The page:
Last October, Washington had granted a six-month general license for transactions involving Venezuela's oil and gas sector.

This move followed an electoral roadmap agreement inked by Venezuelan President Nicolas Maduro and opposition politicians in Barbados. However, concerns arose as Maduro failed to uphold his commitments for a free election.

Since the exemption was initially granted, the U.S. has been a significant importer of Venezuelan crude, accounting for 26% of the total, equivalent to 142,000 barrels per day, as reported by Vortexa.

Greenpeace protest targets bunker vessel in Baltic over Russian oil trade Greenpeace protest targets bunker vessel in Baltic over Russian oil trade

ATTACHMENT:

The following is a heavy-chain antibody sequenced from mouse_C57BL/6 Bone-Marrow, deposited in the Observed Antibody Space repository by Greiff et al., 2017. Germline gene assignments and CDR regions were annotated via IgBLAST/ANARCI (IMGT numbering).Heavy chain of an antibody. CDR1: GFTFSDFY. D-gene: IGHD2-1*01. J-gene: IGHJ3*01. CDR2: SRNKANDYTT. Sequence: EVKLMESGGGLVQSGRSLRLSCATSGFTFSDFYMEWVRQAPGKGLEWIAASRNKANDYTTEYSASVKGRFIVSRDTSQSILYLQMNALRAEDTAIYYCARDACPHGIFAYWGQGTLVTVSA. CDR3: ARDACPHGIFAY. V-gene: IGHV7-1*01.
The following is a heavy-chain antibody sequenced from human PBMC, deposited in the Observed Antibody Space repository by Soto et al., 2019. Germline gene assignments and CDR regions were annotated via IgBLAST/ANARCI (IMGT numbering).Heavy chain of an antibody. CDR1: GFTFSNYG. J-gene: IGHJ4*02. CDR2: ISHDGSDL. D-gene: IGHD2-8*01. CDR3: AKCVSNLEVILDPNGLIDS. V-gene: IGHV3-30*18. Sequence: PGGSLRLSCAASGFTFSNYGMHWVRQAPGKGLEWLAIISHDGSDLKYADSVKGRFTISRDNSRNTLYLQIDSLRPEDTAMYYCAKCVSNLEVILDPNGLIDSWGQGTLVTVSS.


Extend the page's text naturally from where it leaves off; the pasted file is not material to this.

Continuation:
Notably, China has maintained its status as the leading destination for Venezuelan barrels, with an average of 293,000 barrels per day in 2023.

Analysts at Braemar observed a noticeable uptick in Venezuela's oil exports over the past two years, coinciding with the easing of U.S. sanctions since the beginning of 2023.

This development underscores the potential fragility of oil sanctions relief agreements and emphasizes the ongoing commitment of the United States to uphold its end of the deal, as noted by tanker experts at rival broker Gibson.

The termination of Venezuela's oil sanctions exemption is poised to have a considerable impact on the global oil trade landscape, prompting a reassessment of international relationships and trade flows within the maritime sector.